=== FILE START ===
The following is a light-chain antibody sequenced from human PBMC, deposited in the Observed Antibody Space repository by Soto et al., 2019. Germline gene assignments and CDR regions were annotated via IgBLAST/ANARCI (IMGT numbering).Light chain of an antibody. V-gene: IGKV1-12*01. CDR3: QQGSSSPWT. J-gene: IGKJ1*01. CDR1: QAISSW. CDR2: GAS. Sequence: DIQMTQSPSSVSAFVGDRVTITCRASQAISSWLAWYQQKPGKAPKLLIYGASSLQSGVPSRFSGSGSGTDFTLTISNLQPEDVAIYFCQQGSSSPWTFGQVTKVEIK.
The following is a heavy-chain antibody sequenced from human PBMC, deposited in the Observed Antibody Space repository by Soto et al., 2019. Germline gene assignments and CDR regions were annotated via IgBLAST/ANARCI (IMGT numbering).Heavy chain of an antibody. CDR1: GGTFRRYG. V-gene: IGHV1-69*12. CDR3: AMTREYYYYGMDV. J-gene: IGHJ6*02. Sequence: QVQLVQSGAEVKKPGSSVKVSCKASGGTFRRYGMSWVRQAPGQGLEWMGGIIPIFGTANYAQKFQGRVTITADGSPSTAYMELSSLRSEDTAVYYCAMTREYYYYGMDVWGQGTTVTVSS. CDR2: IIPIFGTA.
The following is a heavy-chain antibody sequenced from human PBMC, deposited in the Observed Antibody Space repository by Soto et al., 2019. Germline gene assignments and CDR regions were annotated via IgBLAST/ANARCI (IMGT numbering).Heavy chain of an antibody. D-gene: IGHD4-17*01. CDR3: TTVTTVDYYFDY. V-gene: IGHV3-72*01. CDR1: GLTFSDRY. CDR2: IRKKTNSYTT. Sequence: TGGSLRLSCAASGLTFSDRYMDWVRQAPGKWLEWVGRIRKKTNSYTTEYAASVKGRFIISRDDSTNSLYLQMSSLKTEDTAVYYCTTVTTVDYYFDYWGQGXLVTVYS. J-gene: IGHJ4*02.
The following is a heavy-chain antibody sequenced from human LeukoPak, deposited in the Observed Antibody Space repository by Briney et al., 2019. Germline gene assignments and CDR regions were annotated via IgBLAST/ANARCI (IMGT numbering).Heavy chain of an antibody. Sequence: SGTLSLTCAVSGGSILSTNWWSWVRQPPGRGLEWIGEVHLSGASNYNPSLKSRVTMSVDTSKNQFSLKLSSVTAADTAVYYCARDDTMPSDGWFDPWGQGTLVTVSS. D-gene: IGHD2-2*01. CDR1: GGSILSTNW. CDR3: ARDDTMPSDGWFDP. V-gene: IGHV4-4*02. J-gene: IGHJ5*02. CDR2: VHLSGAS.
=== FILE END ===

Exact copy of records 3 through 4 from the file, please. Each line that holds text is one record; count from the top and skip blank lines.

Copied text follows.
The following is a heavy-chain antibody sequenced from human PBMC, deposited in the Observed Antibody Space repository by Soto et al., 2019. Germline gene assignments and CDR regions were annotated via IgBLAST/ANARCI (IMGT numbering).Heavy chain of an antibody. D-gene: IGHD4-17*01. CDR3: TTVTTVDYYFDY. V-gene: IGHV3-72*01. CDR1: GLTFSDRY. CDR2: IRKKTNSYTT. Sequence: TGGSLRLSCAASGLTFSDRYMDWVRQAPGKWLEWVGRIRKKTNSYTTEYAASVKGRFIISRDDSTNSLYLQMSSLKTEDTAVYYCTTVTTVDYYFDYWGQGXLVTVYS. J-gene: IGHJ4*02.
The following is a heavy-chain antibody sequenced from human LeukoPak, deposited in the Observed Antibody Space repository by Briney et al., 2019. Germline gene assignments and CDR regions were annotated via IgBLAST/ANARCI (IMGT numbering).Heavy chain of an antibody. Sequence: SGTLSLTCAVSGGSILSTNWWSWVRQPPGRGLEWIGEVHLSGASNYNPSLKSRVTMSVDTSKNQFSLKLSSVTAADTAVYYCARDDTMPSDGWFDPWGQGTLVTVSS. D-gene: IGHD2-2*01. CDR1: GGSILSTNW. CDR3: ARDDTMPSDGWFDP. V-gene: IGHV4-4*02. J-gene: IGHJ5*02. CDR2: VHLSGAS.